Common Maintenance Violations of Commercial Trucks

Common Maintenance Violations of Commercial Trucks

Vehicle maintenance is an important part of being the owner of a car, truck or other motor vehicle. You probably routinely change your vehicle’s tires, replace your headlights and get your vehicle’s oil changed. Commercial carriers also have a duty to perform routine maintenance on their large trucks and other vehicles to ensure they are safe for the road.

Many may assume such basic, routine tasks required for safe operations would rarely be overlooked. Unfortunately, however, many commercial carriers and operators fail to properly maintain their trucks. This can lead to devastating truck accidents, injuries and deaths. In order to prevent these accidents, the Federal Motor Carrier Safety Administration (FMCSA) has specific regulations about truck maintenance, and violating these rules carries a variety of penalties.

Common Violations

Certain truck maintenance violations are more frequently found during roadside inspections. These include:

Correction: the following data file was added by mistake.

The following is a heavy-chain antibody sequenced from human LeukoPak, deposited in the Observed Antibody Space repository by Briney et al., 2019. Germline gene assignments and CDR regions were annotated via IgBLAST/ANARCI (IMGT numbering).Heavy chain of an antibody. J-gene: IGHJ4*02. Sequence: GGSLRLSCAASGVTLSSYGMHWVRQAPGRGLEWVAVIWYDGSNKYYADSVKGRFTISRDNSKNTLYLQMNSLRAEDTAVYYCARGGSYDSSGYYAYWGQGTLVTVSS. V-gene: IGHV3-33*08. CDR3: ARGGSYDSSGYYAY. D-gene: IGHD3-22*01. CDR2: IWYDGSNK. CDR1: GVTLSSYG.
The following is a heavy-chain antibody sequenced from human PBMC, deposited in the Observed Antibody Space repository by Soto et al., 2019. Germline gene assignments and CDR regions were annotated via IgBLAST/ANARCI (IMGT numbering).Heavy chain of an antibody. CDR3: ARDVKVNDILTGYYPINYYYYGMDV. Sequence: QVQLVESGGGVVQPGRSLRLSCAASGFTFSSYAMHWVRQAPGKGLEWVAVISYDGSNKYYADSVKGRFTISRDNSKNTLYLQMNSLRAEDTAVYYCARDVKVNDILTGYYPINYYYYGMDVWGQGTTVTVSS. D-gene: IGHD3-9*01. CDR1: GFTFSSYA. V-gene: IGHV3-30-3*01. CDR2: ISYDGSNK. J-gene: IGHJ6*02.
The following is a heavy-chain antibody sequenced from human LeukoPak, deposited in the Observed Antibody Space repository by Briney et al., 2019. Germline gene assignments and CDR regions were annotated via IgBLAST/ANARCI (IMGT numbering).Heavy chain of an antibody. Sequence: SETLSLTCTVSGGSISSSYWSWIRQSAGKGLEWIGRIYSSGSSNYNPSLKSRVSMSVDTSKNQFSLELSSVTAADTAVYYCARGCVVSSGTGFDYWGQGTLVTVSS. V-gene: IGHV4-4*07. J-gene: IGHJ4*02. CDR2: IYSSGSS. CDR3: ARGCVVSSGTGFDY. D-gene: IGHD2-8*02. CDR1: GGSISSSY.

• Tire violations: a tire depth under 2/32 of an inch at any spot
  • Lighting and lamp violations: broken head or tail lamps, broken turn signals, defective or missing lighting like reflective striping or rotating beacons for oversized loads
  • Inspection and repair violations: defective parts or other repairs uncovered during inspections, but not reported by the drivers
  • Oil/grease leaks violations: fleets failing to notice or correct oil and/or grease leak problems

Brake violations are another relatively common violation and very serious. Such violations can lead to severe consequences.

FMCSA Penalties

The FMCSA has almost 200 different violations, all with assigned point values that commercial carriers can be cited for during an inspection. Many of them are five points or more, and the more points, the more penalties the driver, carrier or both could face. Examples of penalties include FMCSA warnings, audits, orders to fix the items that were found to be in violation and fines.

The common maintenance problems that inspectors frequently cite drivers and carriers for are entirely preventable if trucks are maintained on a routine basis. Better maintained trucks mean fewer semi accidents and safer roads.

If You Are Injured in a Truck Accident

If you or your loved one was recently the victim of a truck accident, contact an experienced truck accident attorney. A personal injury lawyer with experience investigating truck crashes can help to determine if there were any maintenance issues with the vehicle at the time of the collision, or if the accident was due to other negligent actions on the part of the truck driver or commercial carrier.

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